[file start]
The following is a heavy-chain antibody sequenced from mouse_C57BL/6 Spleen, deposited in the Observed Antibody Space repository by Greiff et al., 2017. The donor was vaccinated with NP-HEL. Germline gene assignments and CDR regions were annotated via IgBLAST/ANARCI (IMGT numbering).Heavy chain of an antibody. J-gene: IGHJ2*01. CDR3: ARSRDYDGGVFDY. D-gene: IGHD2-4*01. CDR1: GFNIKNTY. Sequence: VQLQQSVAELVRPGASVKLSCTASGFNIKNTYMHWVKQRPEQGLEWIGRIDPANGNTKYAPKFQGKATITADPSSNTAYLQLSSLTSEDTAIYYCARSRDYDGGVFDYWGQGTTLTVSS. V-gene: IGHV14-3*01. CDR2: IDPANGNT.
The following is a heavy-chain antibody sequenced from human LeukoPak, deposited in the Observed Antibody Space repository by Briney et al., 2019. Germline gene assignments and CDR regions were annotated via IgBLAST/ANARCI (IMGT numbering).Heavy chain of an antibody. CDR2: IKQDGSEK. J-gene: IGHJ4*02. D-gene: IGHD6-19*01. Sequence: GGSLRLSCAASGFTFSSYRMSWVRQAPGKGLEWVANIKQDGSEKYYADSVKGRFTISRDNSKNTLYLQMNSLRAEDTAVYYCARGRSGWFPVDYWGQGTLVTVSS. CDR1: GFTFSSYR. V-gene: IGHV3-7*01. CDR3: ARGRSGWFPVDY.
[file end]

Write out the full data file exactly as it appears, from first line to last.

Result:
The following is a heavy-chain antibody sequenced from mouse_C57BL/6 Spleen, deposited in the Observed Antibody Space repository by Greiff et al., 2017. The donor was vaccinated with NP-HEL. Germline gene assignments and CDR regions were annotated via IgBLAST/ANARCI (IMGT numbering).Heavy chain of an antibody. J-gene: IGHJ2*01. CDR3: ARSRDYDGGVFDY. D-gene: IGHD2-4*01. CDR1: GFNIKNTY. Sequence: VQLQQSVAELVRPGASVKLSCTASGFNIKNTYMHWVKQRPEQGLEWIGRIDPANGNTKYAPKFQGKATITADPSSNTAYLQLSSLTSEDTAIYYCARSRDYDGGVFDYWGQGTTLTVSS. V-gene: IGHV14-3*01. CDR2: IDPANGNT.
The following is a heavy-chain antibody sequenced from human LeukoPak, deposited in the Observed Antibody Space repository by Briney et al., 2019. Germline gene assignments and CDR regions were annotated via IgBLAST/ANARCI (IMGT numbering).Heavy chain of an antibody. CDR2: IKQDGSEK. J-gene: IGHJ4*02. D-gene: IGHD6-19*01. Sequence: GGSLRLSCAASGFTFSSYRMSWVRQAPGKGLEWVANIKQDGSEKYYADSVKGRFTISRDNSKNTLYLQMNSLRAEDTAVYYCARGRSGWFPVDYWGQGTLVTVSS. CDR1: GFTFSSYR. V-gene: IGHV3-7*01. CDR3: ARGRSGWFPVDY.